Record after record continues to get smashed in Europe’s residential investment property sector, propelling the asset class to star status in the real estate firmament. The trend was already visible before the Covid-19 pandemic, but institutional investors in particular are flocking to the asset class, drawn by its stable cash flows and solid, long-term capital growth characteristics. Residential has a low correlation to the commercial property market development cycles and is therefore seen as a stabiliser in investment portfolios. The fallout from the Covid-19 crisis has also spotlighted the resilience factor – people always need a place to live. With “risk-free” government bonds continuing to generate near-zero or even negative yields, residential real estate cash-on-cash returns of at least 3 percent seem almost dazzling. “Operational residential real estate has proven to be extremely resilient in a time of exceptional global upheaval,” explains Aurelio Di Napoli, Director, Operational Capital Markets at Savills. “Global investment into the ‘living’ sectors held up better than the office, retail or hotel sectors last year and that positive sentiment has continued in 2021. Given the amount of capital chasing the sector and the limited amount of high-quality stock available, we expect competition to remain fierce over the coming years.”
The overall weighting of residential in European real estate investment volumes has soared in the past decade from just 5.6 percent in 2007 to over 30 percent in Q1 this year, Damian Harrington, head of global capital markets and EMEA research at Colliers International, notes. “I would expect it to maintain a position of around 30 percent in the next three years."
Vonovia is the poster child for the spectacular growth of Germany’s listed sector
Classic European residential investors have for decades focused on developing and consolidating stock in their own countries, particularly in Germany, where the listing of vast private equity portfolios in the past 10 years has resulted in the creation of large public companies, including European market leader Vonovia, which staged a second failed bid to merge with rival Deutsche Wohnen in the summer. Vonovia’s tenant roll is roughly as big as the population of Cologne, Germany’s fourth largest city, and the company is the poster child for the rise of both the listed and non-listed residential investment markets in Europe, where capital is increasingly flowing across borders. The spectacular growth of Germany’s residential listed market over the past decade has made the property sector the dominant asset class in the market capitalisation of the FTSE EPRA NAREIT Developed Europe Index. At the end of June 2021, residential accounted for a weighting of 30 percent, far higher than the traditional mainstays of offices (11 percent) and retail (8 percent).
REITs from North America and Canada have also traditionally been very active in the European residential sector, and competition is set to increase further as more domestic listed champions emerge and grow, Savills’ Di Napoli says: “We’re very much at the early stages of this sector in many markets, including southern Europe and CEE, but are already seeing strong signals and commitments from capital looking beyond traditional residential markets such as Germany and the UK."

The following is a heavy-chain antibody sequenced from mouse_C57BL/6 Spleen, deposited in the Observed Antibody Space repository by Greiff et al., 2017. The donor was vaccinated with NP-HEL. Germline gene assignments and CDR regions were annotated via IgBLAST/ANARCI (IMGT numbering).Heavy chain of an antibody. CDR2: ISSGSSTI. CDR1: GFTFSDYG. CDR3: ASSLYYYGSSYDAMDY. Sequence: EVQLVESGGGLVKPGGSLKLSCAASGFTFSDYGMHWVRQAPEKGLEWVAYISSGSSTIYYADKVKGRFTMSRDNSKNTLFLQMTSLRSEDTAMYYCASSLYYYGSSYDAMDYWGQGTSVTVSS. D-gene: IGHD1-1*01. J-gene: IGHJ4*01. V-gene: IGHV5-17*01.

Amsterdam, London, Stockholm, Paris and Dublin are set to see a robust build-to-rent rebound.
Global investors beat a path to the doors of European residential markets
Asked who else is moving into the residential space in Europe, Di Napoli says: “One could almost say ‘who isn’t?’ – all the household global investors are allocating significantly larger pots of capital to residential that would previously have found its way to traditional asset classes. There are a number of new residential funds that have been launched and others that are raising capital.”
Union Investment belongs to the group of relative newcomers in the residential investment space. For decades, offices, retail and hospitality properties formed the backbone of its open-ended real estate and special funds, but recently the company has started to develop its residential capabilities by boosting its own in-house expertise and establishing long-term alliances with strong residential specialists. In the past six months, it has acquired three development schemes in Amsterdam, Dublin and Helsinki for a total of around €400 million.
With so many investors swarming into the European residential rental investment sector, particularly in the mid-market “affordable” rental segment where there is very limited availability of stock, it’s hardly surprising that prices have soared in the past few years. The average prime multifamily yield in Europe has compressed by 120 basis points (bps) since 2012 to reach a record low of 3.24 percent in 2020. Prime net multifamily yields range from 2.4 percent in Berlin to 5.0 percent in Warsaw, while most markets command prime net yields of 3.0 percent to 3.5 percent.
Stabilised assets are seeing strong bidding, Di Napoli says. “For example, we have seen a 50–75 bps compression in Denmark in less than 12 months and we also expect yields to move in further in the core markets, such as Germany and the Netherlands.”